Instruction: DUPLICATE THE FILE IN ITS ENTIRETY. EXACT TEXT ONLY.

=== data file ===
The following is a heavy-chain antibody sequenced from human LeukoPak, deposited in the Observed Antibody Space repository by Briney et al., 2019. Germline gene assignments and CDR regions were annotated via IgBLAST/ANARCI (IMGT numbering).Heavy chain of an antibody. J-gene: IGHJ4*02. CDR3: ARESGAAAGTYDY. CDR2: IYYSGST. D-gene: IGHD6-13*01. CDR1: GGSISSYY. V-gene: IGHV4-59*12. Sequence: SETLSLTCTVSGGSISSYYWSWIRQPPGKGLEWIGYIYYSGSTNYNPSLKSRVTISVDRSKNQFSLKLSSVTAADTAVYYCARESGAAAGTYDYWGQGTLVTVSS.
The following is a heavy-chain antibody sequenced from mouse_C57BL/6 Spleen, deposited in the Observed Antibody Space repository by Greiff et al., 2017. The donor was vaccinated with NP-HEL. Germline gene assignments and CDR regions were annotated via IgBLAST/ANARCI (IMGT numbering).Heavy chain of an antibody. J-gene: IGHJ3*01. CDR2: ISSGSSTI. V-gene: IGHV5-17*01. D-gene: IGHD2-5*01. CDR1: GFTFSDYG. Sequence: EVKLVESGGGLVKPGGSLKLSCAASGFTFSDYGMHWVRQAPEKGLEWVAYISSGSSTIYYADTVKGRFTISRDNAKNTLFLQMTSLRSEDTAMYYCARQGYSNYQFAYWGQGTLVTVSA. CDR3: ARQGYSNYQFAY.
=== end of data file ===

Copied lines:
The following is a heavy-chain antibody sequenced from human LeukoPak, deposited in the Observed Antibody Space repository by Briney et al., 2019. Germline gene assignments and CDR regions were annotated via IgBLAST/ANARCI (IMGT numbering).Heavy chain of an antibody. J-gene: IGHJ4*02. CDR3: ARESGAAAGTYDY. CDR2: IYYSGST. D-gene: IGHD6-13*01. CDR1: GGSISSYY. V-gene: IGHV4-59*12. Sequence: SETLSLTCTVSGGSISSYYWSWIRQPPGKGLEWIGYIYYSGSTNYNPSLKSRVTISVDRSKNQFSLKLSSVTAADTAVYYCARESGAAAGTYDYWGQGTLVTVSS.
The following is a heavy-chain antibody sequenced from mouse_C57BL/6 Spleen, deposited in the Observed Antibody Space repository by Greiff et al., 2017. The donor was vaccinated with NP-HEL. Germline gene assignments and CDR regions were annotated via IgBLAST/ANARCI (IMGT numbering).Heavy chain of an antibody. J-gene: IGHJ3*01. CDR2: ISSGSSTI. V-gene: IGHV5-17*01. D-gene: IGHD2-5*01. CDR1: GFTFSDYG. Sequence: EVKLVESGGGLVKPGGSLKLSCAASGFTFSDYGMHWVRQAPEKGLEWVAYISSGSSTIYYADTVKGRFTISRDNAKNTLFLQMTSLRSEDTAMYYCARQGYSNYQFAYWGQGTLVTVSA. CDR3: ARQGYSNYQFAY.